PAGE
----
The film Predators opened in theaters over the weekend, and as was the case with several other flicks proceed by Robert Rodriquez -- Shorts, Spy Kids 2: The Island of Lost Dreams, Spy Kids 3D: Game Over, Planet Terror, Sin City -- it was AMD hardware that brought the special effects to life.
In this case, Troublemaker Studios tapped into AMD's six-core Opteron processors and ATI FirePro graphics cards, and specifically the V8800 iteration. Representing the flagship GPU in the FirePro Vxxx line, the V8800 comes with 1600 stream processors, a 256-bit memory interface, 2GB of GDDR5, and all the modern standards you would expect, such as DirectX 11, OpenGL 3.2, and Shader Model 5.0.
Six digital artists comprised the core Predators production team. According to Charlie Boswell, AMD's Direct of Digital Media and Entertainment, the AMD-powered workstations allowed the Predators team to render scenes in real-time at resolutions of up to 4,096 x 2,160.
Forget about how the actual performance stands up, if we're judging chips based solely on how many cores they're packing, then AMD stands alone in the budget and mid-range territories. Intel's lowest priced six core processor is also its most expensive (Core i7 980X Extreme Edition), while you can head over to Walmart and pick up an entire system built around AMD's lowest cost six-core chip for less.
Given that AMD owns the low-cost six-core market right now, the company can afford to sit on its laurels and see how Intel responds, but it's not going to. Instead, the Santa Clara chip maker is planning yet another low-cost Phenom II X6 processor, the 1045T.
The 1045T will come clocked at 2.7GHz. That's 100MHz faster than the 1035T in Walmart's blue light special, which will soon be obsolete. With the introduction of the 1045T, AMD will kill off the slower 1035T in the third quarter.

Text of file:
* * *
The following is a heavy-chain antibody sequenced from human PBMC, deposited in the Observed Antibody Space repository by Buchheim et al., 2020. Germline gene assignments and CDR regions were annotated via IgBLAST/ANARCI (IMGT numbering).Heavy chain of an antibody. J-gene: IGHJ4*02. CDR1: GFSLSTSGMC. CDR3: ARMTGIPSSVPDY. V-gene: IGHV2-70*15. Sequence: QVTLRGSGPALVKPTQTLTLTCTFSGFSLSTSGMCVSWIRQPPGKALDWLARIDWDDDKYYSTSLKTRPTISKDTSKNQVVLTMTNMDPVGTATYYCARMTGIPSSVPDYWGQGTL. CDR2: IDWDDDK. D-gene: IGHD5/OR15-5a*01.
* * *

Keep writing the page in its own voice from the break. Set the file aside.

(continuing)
Other specs should look familiar to anyone who's been following AMD's foray into six-core territory. Built around the company's 45nm Thuban core, the 1045T will support DDR3-1333 memory, come with 9MB of cache, and overclock to 3.2GHz via Turbo Cool technology.
If you're planning on building a system around AMD's six-core Phenom II X6 platform, you may want to sit tight for a few days and see how things shake out. In exchange for your patience, you might be rewarded with a more power-friendly chip than you were anticipating. Or not.
According to news and rumor site Fudzilla, AMD is prepping a slightly revised Phenom II X6 1055T processor. What's curious about this is Fudzilla says the new part will use the same E0 stepping as the current 1055T part, but come spec'd at 95W TDP instead of 125W TDP.
There aren't any U.S. vendors showing the new part just yet, though one was spotted at this German vendor's website. According to the listing, all the other specs remain the same, including 2.8GHz clockspeed, 6MB shared cache, and 4.0GT/s Hypertransport.
Backwards Compatility with AM3 is the Big Surprise
Eat that Gulftown: AMD officials have not only confirmed that it will release a hexa-core processor next year – but it will be backwards compatible with existing AM3 and AM2+ motherboards.
Although heavily reported as a rumor that an AMD six-core was coming to consumer desktops, the company had not confirmed rumors. That is until Monday, when AMD officials told Maximum PC that the chip was a done deal.
“We are all about platform longevity and long-lived upgrade paths,” and AMD spokesman said in a sideways ding at its competitor Intel which has a penchant for requiring new sockets for its CPUs. Intel currently has three different socket infrastructures on its desktop computers – all incompatible. The confirmation also comes one day before Intel’s three-day IDF conference which usually blots out all news from competitors for days.